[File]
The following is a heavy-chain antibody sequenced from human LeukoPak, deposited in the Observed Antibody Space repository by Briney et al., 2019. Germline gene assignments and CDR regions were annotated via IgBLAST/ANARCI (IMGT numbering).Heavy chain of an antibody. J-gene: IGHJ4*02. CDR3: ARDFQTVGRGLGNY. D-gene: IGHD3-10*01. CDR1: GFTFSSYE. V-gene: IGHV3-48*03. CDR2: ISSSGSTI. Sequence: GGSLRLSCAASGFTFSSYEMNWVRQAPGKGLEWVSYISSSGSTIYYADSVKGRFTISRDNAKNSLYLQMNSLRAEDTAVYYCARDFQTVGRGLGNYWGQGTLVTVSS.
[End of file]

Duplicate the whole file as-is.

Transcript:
The following is a heavy-chain antibody sequenced from human LeukoPak, deposited in the Observed Antibody Space repository by Briney et al., 2019. Germline gene assignments and CDR regions were annotated via IgBLAST/ANARCI (IMGT numbering).Heavy chain of an antibody. J-gene: IGHJ4*02. CDR3: ARDFQTVGRGLGNY. D-gene: IGHD3-10*01. CDR1: GFTFSSYE. V-gene: IGHV3-48*03. CDR2: ISSSGSTI. Sequence: GGSLRLSCAASGFTFSSYEMNWVRQAPGKGLEWVSYISSSGSTIYYADSVKGRFTISRDNAKNSLYLQMNSLRAEDTAVYYCARDFQTVGRGLGNYWGQGTLVTVSS.